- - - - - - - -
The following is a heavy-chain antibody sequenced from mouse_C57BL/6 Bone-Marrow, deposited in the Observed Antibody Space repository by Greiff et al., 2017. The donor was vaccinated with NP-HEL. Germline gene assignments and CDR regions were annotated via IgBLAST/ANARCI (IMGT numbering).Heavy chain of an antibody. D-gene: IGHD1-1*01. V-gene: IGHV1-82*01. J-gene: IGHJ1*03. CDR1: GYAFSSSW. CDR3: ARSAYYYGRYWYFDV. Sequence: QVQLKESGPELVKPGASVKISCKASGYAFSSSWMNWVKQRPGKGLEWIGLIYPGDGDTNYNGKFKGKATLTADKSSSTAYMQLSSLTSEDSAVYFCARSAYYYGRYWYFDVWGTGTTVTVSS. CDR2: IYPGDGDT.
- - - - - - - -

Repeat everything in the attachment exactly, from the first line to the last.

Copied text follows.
The following is a heavy-chain antibody sequenced from mouse_C57BL/6 Bone-Marrow, deposited in the Observed Antibody Space repository by Greiff et al., 2017. The donor was vaccinated with NP-HEL. Germline gene assignments and CDR regions were annotated via IgBLAST/ANARCI (IMGT numbering).Heavy chain of an antibody. D-gene: IGHD1-1*01. V-gene: IGHV1-82*01. J-gene: IGHJ1*03. CDR1: GYAFSSSW. CDR3: ARSAYYYGRYWYFDV. Sequence: QVQLKESGPELVKPGASVKISCKASGYAFSSSWMNWVKQRPGKGLEWIGLIYPGDGDTNYNGKFKGKATLTADKSSSTAYMQLSSLTSEDSAVYFCARSAYYYGRYWYFDVWGTGTTVTVSS. CDR2: IYPGDGDT.